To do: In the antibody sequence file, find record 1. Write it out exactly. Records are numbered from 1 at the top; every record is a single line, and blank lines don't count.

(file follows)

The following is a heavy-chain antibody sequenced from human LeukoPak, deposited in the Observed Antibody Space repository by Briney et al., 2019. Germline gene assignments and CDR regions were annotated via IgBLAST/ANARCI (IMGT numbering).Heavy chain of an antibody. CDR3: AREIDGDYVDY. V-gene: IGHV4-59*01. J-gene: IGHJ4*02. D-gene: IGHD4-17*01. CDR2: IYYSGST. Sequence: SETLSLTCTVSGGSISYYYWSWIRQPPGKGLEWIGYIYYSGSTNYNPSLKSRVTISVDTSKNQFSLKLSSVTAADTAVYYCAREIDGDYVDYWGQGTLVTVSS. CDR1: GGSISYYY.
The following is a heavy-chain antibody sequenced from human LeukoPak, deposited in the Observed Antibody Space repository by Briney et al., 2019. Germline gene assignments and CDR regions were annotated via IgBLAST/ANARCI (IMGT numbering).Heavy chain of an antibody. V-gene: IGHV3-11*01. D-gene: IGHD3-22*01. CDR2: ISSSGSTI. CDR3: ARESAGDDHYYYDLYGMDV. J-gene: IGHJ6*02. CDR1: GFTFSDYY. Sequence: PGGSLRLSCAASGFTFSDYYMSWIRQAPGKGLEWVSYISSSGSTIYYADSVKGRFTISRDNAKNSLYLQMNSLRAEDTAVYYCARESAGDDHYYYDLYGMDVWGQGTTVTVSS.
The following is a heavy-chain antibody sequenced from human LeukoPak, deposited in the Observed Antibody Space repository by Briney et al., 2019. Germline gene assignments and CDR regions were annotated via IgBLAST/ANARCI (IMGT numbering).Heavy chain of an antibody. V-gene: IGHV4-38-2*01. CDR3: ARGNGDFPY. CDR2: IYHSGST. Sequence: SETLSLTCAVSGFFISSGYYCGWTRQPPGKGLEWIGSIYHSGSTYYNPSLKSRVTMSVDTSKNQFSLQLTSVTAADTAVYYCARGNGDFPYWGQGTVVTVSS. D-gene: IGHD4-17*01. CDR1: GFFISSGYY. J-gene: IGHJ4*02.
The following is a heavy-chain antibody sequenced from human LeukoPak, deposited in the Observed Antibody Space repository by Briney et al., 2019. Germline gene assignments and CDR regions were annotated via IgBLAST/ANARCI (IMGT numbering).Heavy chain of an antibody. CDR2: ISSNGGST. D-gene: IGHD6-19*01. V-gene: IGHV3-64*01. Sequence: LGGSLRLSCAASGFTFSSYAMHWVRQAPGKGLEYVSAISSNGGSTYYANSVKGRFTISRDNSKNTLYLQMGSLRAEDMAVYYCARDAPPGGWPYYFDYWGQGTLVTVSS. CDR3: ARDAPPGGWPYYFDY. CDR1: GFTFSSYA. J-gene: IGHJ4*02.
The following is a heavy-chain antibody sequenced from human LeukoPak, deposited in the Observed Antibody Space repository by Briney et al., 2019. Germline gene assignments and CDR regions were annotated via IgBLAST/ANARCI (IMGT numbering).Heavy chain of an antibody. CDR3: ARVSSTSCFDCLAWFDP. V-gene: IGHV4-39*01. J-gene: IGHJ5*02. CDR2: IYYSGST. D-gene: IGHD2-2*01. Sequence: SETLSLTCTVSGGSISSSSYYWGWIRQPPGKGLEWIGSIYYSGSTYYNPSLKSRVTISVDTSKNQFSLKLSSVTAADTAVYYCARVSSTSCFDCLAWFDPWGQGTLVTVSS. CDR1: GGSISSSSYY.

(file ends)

The following is a heavy-chain antibody sequenced from human LeukoPak, deposited in the Observed Antibody Space repository by Briney et al., 2019. Germline gene assignments and CDR regions were annotated via IgBLAST/ANARCI (IMGT numbering).Heavy chain of an antibody. CDR3: AREIDGDYVDY. V-gene: IGHV4-59*01. J-gene: IGHJ4*02. D-gene: IGHD4-17*01. CDR2: IYYSGST. Sequence: SETLSLTCTVSGGSISYYYWSWIRQPPGKGLEWIGYIYYSGSTNYNPSLKSRVTISVDTSKNQFSLKLSSVTAADTAVYYCAREIDGDYVDYWGQGTLVTVSS. CDR1: GGSISYYY.